Barbiturates, stimulants, and tranquilizers
There are many sanctioned uses for drugs that exert an effect on the central nervous system. Consequently, there are several classes of nonnarcotic drugs that have come into extensive use as sleeping aids, sedatives, hypnotics, energizers, mood elevators, stimulants, and tranquilizers.
Sedatives and hypnotics differ from general anesthetics only in degree. All are capable of producing central-nervous-system depression, loss of consciousness, and death.
The barbiturates, bromides, chloral hydrate, and paraldehyde are well-known drugs—with the barbiturates being of greatest interest because of the increasing number of middle- and upper-class individuals who have come to rely on them for immediate relaxation, mild euphoria, and an improved sense of well-being. But alcohol has been and continues to be the drug of choice for these same effects.
Of the drugs that excite the nervous system, nicotine, caffeine, the amphetamines, and the potentially addicting cocaine are well known. The use of stimulants to facilitate attention, sustain wakefulness, and mask fatigue has made the amphetamines an increasingly popular drug for students and those who engage in mental work.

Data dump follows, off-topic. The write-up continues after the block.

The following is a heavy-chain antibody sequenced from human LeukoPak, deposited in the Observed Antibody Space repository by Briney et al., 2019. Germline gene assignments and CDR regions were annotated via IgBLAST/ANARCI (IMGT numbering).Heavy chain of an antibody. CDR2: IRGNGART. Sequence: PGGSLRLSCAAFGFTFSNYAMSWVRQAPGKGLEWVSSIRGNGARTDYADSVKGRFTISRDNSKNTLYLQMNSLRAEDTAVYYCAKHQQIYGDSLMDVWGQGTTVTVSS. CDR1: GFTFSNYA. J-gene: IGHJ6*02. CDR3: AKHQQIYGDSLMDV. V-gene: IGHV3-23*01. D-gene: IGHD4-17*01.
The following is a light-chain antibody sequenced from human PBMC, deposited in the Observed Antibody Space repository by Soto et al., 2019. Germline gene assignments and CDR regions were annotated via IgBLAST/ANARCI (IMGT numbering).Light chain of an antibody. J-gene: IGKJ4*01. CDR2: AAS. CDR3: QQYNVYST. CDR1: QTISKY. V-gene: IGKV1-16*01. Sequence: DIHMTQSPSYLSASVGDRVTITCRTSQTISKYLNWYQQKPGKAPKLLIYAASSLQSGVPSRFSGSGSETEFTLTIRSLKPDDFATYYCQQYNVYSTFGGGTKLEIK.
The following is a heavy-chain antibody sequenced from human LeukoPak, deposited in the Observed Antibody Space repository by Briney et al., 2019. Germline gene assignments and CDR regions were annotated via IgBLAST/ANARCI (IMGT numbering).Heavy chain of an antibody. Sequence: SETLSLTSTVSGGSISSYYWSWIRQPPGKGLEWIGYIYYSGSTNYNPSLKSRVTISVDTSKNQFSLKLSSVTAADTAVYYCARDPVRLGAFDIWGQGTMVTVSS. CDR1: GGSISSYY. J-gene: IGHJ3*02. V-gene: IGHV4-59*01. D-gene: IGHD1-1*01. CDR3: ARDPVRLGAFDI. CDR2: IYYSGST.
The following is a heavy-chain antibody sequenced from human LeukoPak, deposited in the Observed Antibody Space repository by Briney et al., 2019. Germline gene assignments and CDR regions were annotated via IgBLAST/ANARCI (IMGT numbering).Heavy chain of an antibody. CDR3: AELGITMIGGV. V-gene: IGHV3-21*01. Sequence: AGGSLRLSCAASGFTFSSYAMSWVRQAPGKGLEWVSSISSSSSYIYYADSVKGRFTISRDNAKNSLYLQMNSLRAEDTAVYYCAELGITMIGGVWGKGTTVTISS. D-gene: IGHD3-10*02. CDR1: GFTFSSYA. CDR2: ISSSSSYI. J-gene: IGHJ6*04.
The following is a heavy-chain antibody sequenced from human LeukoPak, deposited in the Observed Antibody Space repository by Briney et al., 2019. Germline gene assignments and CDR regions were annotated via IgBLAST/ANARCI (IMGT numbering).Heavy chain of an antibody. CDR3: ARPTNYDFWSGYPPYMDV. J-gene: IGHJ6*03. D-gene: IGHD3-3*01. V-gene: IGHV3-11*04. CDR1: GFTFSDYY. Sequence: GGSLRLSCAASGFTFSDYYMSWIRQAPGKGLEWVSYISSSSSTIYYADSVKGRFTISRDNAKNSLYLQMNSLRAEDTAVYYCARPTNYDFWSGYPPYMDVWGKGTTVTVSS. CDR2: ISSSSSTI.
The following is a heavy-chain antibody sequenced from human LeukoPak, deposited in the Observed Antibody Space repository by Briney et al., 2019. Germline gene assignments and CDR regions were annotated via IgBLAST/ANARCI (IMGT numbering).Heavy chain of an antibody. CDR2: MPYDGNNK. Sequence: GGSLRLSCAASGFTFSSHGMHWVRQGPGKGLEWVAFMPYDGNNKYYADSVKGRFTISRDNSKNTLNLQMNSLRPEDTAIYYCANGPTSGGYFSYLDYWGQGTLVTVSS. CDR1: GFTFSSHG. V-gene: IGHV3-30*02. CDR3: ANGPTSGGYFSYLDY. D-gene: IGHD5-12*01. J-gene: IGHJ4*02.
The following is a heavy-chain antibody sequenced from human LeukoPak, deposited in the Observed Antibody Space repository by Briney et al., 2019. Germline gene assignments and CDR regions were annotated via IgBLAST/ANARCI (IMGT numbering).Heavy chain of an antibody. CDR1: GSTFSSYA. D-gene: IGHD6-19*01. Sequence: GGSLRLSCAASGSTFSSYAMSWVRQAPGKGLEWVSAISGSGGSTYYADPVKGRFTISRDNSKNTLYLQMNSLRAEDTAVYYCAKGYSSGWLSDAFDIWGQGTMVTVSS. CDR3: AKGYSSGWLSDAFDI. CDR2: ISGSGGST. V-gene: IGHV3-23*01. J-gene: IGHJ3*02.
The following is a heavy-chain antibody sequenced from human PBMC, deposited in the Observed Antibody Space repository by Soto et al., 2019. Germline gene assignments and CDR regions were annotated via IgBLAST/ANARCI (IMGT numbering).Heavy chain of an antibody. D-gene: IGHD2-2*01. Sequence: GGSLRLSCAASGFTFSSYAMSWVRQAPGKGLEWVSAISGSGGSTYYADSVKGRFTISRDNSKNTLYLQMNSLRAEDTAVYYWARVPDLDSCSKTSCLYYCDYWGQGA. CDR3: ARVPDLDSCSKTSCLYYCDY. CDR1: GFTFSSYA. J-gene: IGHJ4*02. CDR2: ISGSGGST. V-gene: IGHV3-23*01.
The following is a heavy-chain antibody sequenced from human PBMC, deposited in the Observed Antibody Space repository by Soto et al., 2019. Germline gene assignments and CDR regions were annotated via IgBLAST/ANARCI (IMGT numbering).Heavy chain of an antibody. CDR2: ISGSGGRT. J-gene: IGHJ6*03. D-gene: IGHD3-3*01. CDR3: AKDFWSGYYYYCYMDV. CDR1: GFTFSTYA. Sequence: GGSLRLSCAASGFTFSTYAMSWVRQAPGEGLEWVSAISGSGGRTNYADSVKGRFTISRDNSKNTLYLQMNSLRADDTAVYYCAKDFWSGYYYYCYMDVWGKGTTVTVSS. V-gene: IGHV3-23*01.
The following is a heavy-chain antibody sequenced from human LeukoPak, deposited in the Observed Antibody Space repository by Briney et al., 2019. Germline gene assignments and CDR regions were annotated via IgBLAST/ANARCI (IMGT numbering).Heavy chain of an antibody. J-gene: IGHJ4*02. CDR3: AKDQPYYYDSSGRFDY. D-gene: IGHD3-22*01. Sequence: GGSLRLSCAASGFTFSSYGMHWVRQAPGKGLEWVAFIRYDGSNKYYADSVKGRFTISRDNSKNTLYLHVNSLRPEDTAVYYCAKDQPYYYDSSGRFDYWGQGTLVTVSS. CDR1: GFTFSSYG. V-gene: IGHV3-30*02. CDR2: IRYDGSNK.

Originally the drug of truck drivers, amphetamine is now a common cause of arrest among teenagers and young adults who commit drug offenses. Cocaine has always been a potentially dangerous drug, and it has become especially popular among the middle and upper classes. Stimulants do not create energy, and the energy mobilized by these drugs is eventually depleted with serious consequences.
The tranquilizers are a heterogeneous group, as are the behaviours that they are employed to alter. In general, tranquilizing drugs reduce hyperactivity, agitation, and anxiety, which tend to cause a loss of behavioral control. Tranquilizing drugs do not characteristically produce general anesthesia, no matter what the dose; this attribute tends to distinguish tranquilizing drugs from the barbiturates.
All the barbiturates, stimulants, and tranquilizers are widely prescribed by physicians, and all these drugs are available through nonmedical (illegal) sources. Most of these drugs are classified as “habit-forming.” The minor tranquilizers are commonly associated with habituation and may induce physical dependence and severe withdrawal symptoms.
The amphetamines and cocaine intoxicate at high dosages, and both are capable of inducing serious toxic and psychotic reactions under heavy use. The barbiturates are the leading cause of death by suicide. They are judged to be a danger to health by both the World Health Organization Expert Committee and the United Nations Commission on Narcotic Drugs, which have recommended strict control on their production, distribution, and use.
The nonnarcotic drugs in widespread use among middle- and upper-class citizenry manifest considerable untoward consequences for the individual and for society when abused—thus placing their problem in a different perspective than that normally associated with the opiates, LSD, and marijuana.